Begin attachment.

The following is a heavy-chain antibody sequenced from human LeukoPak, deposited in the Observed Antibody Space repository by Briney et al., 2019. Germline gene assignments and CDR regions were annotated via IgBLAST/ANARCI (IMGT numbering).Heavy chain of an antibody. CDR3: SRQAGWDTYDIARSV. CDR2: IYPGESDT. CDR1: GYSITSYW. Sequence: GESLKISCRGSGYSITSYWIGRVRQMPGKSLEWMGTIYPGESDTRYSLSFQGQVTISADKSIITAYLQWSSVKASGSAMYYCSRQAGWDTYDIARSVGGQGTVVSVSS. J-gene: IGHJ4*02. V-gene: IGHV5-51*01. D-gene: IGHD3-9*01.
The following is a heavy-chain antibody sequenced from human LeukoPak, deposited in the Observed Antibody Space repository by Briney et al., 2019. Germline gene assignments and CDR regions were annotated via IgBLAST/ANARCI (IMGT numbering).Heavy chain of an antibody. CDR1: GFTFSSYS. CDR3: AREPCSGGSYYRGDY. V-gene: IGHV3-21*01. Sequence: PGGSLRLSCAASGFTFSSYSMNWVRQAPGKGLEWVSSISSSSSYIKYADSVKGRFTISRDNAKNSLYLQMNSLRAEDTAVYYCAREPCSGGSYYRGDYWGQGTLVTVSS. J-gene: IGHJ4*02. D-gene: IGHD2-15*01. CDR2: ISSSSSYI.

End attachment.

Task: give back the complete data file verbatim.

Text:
The following is a heavy-chain antibody sequenced from human LeukoPak, deposited in the Observed Antibody Space repository by Briney et al., 2019. Germline gene assignments and CDR regions were annotated via IgBLAST/ANARCI (IMGT numbering).Heavy chain of an antibody. CDR3: SRQAGWDTYDIARSV. CDR2: IYPGESDT. CDR1: GYSITSYW. Sequence: GESLKISCRGSGYSITSYWIGRVRQMPGKSLEWMGTIYPGESDTRYSLSFQGQVTISADKSIITAYLQWSSVKASGSAMYYCSRQAGWDTYDIARSVGGQGTVVSVSS. J-gene: IGHJ4*02. V-gene: IGHV5-51*01. D-gene: IGHD3-9*01.
The following is a heavy-chain antibody sequenced from human LeukoPak, deposited in the Observed Antibody Space repository by Briney et al., 2019. Germline gene assignments and CDR regions were annotated via IgBLAST/ANARCI (IMGT numbering).Heavy chain of an antibody. CDR1: GFTFSSYS. CDR3: AREPCSGGSYYRGDY. V-gene: IGHV3-21*01. Sequence: PGGSLRLSCAASGFTFSSYSMNWVRQAPGKGLEWVSSISSSSSYIKYADSVKGRFTISRDNAKNSLYLQMNSLRAEDTAVYYCAREPCSGGSYYRGDYWGQGTLVTVSS. J-gene: IGHJ4*02. D-gene: IGHD2-15*01. CDR2: ISSSSSYI.